Years ago, before a boxing match, then heavyweight champion Mike Tyson was informed by a sports reporter that his next opponent sounded certain he had a good plan on how to beat Tyson. Revealing a keen insight gained from many fights, Tyson replied "Everyone has a plan, until they get punched in the face." Superstorm Sandy has served as just that—a "punch in the face"—for those of us who live and work in the New York metropolitan area. At least some of us had well-thought-out disaster management plans, or so we thought. The reality of what ensued, however, exposed the flaws in most plans. What have we learned? What new lessons on disaster preparedness can we impart to consumers? Why does it seem that, for anyone to have a really sound plan, one must first get punched in the face? This article seeks to address those issues and more.
In my last article, "Personal Risk Management Services: More Than Just Insurance," I provided an overview of the wide range of risk management services available from a select group of insurers, many of them designed to help consumers better prepare for natural disasters. Superstorm Sandy has helped to reinforce the critical importance of changing our conversations with those we serve to better emphasize topics such as loss avoidance and disaster preparedness.
To more directly integrate disaster preparedness into our conversations, I encourage all readers to first refer to this article written almost 10 years ago by Robin Olson, "Family Disaster Planning—Ten Key Ingredients," and still available on this site. There, you will read about ways to develop a comprehensive family disaster plan. After rereading this article, I have come to realize I have not been consistently active in highlighting the importance of disaster preparedness among the professional advisers and families I serve. This article is still relevant and provides us with a great framework of preparedness practices on which to build.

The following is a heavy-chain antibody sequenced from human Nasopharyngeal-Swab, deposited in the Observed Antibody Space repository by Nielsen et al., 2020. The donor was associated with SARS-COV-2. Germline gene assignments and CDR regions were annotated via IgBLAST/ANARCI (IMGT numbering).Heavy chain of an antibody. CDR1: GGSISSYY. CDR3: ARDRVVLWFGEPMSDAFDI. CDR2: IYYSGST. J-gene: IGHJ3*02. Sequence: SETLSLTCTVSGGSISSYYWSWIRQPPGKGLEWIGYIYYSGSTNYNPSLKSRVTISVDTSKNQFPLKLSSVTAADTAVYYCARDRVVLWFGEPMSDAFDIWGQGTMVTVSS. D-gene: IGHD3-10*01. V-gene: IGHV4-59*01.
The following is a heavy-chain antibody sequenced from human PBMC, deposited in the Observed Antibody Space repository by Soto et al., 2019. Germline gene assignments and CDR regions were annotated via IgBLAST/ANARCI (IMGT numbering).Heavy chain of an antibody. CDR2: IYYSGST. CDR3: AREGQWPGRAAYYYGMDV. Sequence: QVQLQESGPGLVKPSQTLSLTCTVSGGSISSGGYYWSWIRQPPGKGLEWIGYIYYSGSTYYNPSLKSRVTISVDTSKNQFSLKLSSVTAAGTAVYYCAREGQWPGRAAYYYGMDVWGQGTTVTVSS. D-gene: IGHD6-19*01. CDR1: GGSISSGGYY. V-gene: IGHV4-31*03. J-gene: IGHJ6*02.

As we know all too well, however, motivating others who have never been impacted by a disaster to fully engage in planning for a possible future disaster is no easy task. To understand the challenges in doing so, let's start by examining consumer attitudes about preparing for disasters, as documented by the following insights captured from two recent surveys.
Although the Federal Emergency Management Agency (FEMA) reported 99 major disaster declarations in 2011, the most mega catastrophes declared since 1953, survey results consistently reveal that few in our country are well prepared for the next natural disaster. We begin with these survey results, as reported by Claims Journal, August 2012.
These findings from the "2012 Public Safety Survey" are similarly startling the following.
A quick Internet search for "disaster preparedness" will quickly reveal there is no shortage of information and resources to help consumers become better prepared for the next disaster. In reviewing the information and resources that are readily available, it is apparent that governmental agencies are leading the effort to educate and motivate citizens, with quality assistance from several prominent nonprofit agencies. While the insurance industry is surely active in the discussion, our collective efforts are dwarfed by governmental agencies and various nonprofits. Those employed in the insurance industry, especially those in roles directly interacting with consumers, should recognize that we are ideally positioned in our local communities to become preparedness advocacy leaders. Those who are in federal, state, and even local government simply do not have the same opportunities we have each year to initiate a meaningful and strategic preparedness discussion with those in our communities.
Additionally, we should ask those we serve whether it is wise for them to expect the government to prevent the next disaster, or even restore their family's lives to normalcy afterward. Our industry needs to assert a leadership role in helping our fellow citizens become better prepared for the wide range of disasters that are happening around us to minimize future losses.